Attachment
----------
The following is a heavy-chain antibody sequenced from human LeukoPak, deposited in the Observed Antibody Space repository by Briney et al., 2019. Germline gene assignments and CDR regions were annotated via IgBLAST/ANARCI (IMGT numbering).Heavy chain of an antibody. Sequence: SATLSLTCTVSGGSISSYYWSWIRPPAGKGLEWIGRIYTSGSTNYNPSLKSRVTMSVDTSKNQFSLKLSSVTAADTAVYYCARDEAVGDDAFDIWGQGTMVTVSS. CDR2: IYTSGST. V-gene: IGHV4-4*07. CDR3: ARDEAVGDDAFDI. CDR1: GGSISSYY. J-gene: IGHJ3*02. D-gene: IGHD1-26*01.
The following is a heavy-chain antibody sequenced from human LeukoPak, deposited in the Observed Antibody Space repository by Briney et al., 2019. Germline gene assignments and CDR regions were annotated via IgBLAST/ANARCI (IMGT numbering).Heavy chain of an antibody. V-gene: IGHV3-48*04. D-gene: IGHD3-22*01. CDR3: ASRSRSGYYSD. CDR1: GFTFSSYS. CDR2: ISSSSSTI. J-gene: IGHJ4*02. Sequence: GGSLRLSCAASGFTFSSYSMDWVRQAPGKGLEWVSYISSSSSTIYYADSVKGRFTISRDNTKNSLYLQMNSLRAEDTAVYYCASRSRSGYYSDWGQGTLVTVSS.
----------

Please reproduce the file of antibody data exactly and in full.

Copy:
The following is a heavy-chain antibody sequenced from human LeukoPak, deposited in the Observed Antibody Space repository by Briney et al., 2019. Germline gene assignments and CDR regions were annotated via IgBLAST/ANARCI (IMGT numbering).Heavy chain of an antibody. Sequence: SATLSLTCTVSGGSISSYYWSWIRPPAGKGLEWIGRIYTSGSTNYNPSLKSRVTMSVDTSKNQFSLKLSSVTAADTAVYYCARDEAVGDDAFDIWGQGTMVTVSS. CDR2: IYTSGST. V-gene: IGHV4-4*07. CDR3: ARDEAVGDDAFDI. CDR1: GGSISSYY. J-gene: IGHJ3*02. D-gene: IGHD1-26*01.
The following is a heavy-chain antibody sequenced from human LeukoPak, deposited in the Observed Antibody Space repository by Briney et al., 2019. Germline gene assignments and CDR regions were annotated via IgBLAST/ANARCI (IMGT numbering).Heavy chain of an antibody. V-gene: IGHV3-48*04. D-gene: IGHD3-22*01. CDR3: ASRSRSGYYSD. CDR1: GFTFSSYS. CDR2: ISSSSSTI. J-gene: IGHJ4*02. Sequence: GGSLRLSCAASGFTFSSYSMDWVRQAPGKGLEWVSYISSSSSTIYYADSVKGRFTISRDNTKNSLYLQMNSLRAEDTAVYYCASRSRSGYYSDWGQGTLVTVSS.